Humans of Harker: Taking center stage

Lucy Feng explores her identity through creative expression


Selina Xu

“As an actor, I’m able to say things in a way that nobody else can. If I want to convey a message, being on stage and being a character and telling this story the best way that I can is my preferred method of communicating my ideas with you. So whether that be social justice or family issues, I can really say whatever I want, by being whoever I want. I think it’s a really cool way to communicate with people,” Lucy Feng (’23) said.

Sitting in the lobby of the Rothschild Performing Arts Center (RPAC), a smile spreads across Lucy Feng’s (’23) face as she fondly recalls her first experience in an upper school theater production, playing Glory in “Almost Maine” as a freshman. 

“That was the first time that I truly felt the things that my character feels,” Lucy said. “During the run of that show, I didn’t need to think – everything came to me the way that it should. It just felt like I was stepping into the world and holding the hand of my character as I was walking along, and I had so much fun onstage. It was lovely.”

Lucy’s journey in performing arts began from a young age, when she took acting classes with the encouragement of her mother. In the fifth grade Spring Musical at Harker, the first production where she performed in a lead role, she experienced the world of theater in a more professional light, and from there, her love for the arts only grew. Lucy explains that aside from the vibrant community and the pure fun of being onstage, she values theater for its unique power to communicate a message to an audience.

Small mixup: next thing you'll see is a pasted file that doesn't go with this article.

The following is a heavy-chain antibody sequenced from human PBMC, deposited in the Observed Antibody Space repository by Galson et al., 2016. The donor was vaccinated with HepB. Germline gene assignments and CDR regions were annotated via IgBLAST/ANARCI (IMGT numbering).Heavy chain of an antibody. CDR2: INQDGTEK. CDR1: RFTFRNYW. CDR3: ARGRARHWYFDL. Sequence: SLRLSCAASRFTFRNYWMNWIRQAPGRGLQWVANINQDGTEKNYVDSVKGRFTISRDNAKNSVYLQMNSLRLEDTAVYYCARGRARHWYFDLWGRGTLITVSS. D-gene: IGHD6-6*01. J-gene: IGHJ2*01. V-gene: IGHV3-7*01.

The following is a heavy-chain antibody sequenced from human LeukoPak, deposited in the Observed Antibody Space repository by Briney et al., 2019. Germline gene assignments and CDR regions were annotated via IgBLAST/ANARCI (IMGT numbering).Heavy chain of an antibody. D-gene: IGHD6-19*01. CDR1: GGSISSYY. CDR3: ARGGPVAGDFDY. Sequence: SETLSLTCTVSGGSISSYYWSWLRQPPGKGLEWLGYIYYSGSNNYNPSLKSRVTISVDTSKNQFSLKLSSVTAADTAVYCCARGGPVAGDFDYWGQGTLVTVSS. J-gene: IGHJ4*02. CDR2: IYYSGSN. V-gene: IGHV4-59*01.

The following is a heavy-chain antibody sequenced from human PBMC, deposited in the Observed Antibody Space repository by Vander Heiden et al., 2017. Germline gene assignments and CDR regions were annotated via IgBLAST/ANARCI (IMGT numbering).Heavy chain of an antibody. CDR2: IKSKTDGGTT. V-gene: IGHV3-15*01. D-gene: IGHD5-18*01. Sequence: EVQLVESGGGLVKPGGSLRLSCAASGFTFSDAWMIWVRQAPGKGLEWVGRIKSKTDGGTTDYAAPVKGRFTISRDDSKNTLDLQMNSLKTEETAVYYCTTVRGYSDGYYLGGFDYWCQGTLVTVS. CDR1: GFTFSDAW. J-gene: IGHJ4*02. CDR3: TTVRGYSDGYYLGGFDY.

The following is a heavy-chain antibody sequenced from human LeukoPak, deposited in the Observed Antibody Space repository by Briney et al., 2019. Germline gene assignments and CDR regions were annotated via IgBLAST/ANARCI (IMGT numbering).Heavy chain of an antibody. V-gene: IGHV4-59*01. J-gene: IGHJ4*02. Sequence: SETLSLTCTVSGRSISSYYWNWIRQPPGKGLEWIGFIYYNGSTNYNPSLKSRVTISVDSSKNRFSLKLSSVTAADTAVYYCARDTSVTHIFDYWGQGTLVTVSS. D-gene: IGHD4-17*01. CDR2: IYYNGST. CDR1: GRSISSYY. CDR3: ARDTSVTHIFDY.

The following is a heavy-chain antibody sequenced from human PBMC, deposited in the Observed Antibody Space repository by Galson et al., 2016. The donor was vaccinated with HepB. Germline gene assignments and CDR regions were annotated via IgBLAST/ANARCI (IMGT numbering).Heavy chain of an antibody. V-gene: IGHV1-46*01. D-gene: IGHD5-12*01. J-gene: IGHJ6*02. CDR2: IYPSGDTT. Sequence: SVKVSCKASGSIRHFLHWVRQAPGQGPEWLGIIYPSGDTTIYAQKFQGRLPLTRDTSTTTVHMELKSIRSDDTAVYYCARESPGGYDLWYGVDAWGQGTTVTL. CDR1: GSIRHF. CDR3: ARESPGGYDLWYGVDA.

“As an actor, I’m able to say things in a way that nobody else can,” Lucy said. “If I want to convey a message, being on stage and being a character and telling this story the best way that I can is my preferred method of communicating my ideas with you. So whether that be social justice or family issues, I can really say whatever I want, by being whoever I want. I think it’s a really cool way to communicate with people.”